Table tennis player Melissa Tapper has become the first Australian athlete to qualify for both the Olympics and Paralympics.

The 26-year-old booked her ticket to the Rio Olympics at the Oceania qualifying competition in Bendigo on Friday.

The London Paralympian, who was born with nerve damage in her right arm, had already qualified for the 2016 Paralympics.

Tapper defeated Fiji's Grace Rosi Yee at the Bendigo event to secure her spot, but admitted she was "ridiculously nervous."


"I'm just so happy that it's over," she said.

"I don't think it's really sunk in yet, but I have a huge sense of relief."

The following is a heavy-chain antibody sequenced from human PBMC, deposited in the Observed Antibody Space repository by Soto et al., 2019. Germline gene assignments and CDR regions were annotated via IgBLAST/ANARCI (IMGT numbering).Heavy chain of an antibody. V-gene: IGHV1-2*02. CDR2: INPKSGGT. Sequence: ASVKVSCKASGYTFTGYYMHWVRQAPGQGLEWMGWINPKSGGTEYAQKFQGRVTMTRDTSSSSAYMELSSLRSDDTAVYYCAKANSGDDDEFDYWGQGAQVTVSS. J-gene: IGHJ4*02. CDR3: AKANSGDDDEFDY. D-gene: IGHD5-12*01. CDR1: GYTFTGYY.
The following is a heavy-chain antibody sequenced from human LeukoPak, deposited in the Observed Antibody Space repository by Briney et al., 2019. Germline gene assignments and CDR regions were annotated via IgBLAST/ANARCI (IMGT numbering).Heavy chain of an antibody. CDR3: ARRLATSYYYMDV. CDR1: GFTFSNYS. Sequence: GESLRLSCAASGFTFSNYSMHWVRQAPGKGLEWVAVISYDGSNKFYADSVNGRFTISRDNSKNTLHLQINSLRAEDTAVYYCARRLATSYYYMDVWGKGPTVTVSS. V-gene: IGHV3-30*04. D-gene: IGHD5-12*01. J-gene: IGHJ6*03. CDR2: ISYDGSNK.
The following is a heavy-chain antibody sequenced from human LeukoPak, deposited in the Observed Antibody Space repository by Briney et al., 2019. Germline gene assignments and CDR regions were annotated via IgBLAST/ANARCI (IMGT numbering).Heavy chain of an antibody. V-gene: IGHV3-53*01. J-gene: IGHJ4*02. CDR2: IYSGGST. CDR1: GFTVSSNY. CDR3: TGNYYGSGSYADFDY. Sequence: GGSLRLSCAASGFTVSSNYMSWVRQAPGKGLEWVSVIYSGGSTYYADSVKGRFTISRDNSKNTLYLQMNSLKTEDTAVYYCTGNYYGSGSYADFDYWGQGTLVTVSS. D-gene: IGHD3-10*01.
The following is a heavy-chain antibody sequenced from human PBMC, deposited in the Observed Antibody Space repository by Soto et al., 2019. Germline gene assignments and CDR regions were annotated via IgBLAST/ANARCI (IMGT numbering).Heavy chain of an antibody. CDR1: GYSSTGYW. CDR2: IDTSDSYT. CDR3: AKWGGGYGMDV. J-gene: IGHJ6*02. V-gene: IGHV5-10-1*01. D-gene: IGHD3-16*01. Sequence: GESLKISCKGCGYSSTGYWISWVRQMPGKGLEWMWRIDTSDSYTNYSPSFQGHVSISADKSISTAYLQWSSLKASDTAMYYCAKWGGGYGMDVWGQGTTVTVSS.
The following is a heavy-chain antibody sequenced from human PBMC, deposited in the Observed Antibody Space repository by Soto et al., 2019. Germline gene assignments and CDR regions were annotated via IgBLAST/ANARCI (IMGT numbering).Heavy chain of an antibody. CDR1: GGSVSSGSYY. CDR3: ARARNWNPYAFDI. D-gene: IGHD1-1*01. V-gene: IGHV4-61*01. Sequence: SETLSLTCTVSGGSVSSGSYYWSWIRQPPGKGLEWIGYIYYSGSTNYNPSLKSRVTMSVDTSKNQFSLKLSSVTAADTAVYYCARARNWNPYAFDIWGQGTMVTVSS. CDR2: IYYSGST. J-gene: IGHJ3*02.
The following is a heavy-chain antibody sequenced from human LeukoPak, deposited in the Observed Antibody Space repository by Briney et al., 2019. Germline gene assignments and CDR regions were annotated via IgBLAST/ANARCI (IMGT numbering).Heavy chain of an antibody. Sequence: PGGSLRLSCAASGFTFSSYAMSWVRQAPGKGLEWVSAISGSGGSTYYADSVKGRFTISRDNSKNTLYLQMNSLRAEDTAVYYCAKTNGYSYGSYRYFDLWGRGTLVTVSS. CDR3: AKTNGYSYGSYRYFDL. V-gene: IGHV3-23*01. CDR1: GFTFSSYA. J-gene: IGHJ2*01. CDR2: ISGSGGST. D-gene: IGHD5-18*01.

The Victorian said her husband and coach, 2000 Sydney Olympian Simon Gerada, was a huge inspiration in qualifying for the able-bodied games.

"To be honest the only person who thought I could do it was Simon," she said.

"Even coming into this week I didn't give myself a chance. Now I'm just stoked that I get to go to the Olympics."

Tapper will join 12 others to have competed at both the Paralympics and Olympics, including New Zealander Neroli Fairhall who became the first paraplegic to participate at an Olympic Games in 1984.

Fairhall won a Commonwealth Games gold medal in archery, while Hungarian fencer Pal Szekeres became the first person to have won medals in both the Olympics and Paralympics.

In recent times, South Africans Natalie du Toit (Swimming) and Oscar Pistorius (Sprinting) have been high-profile Paralympic athletes to participate at the Olympics.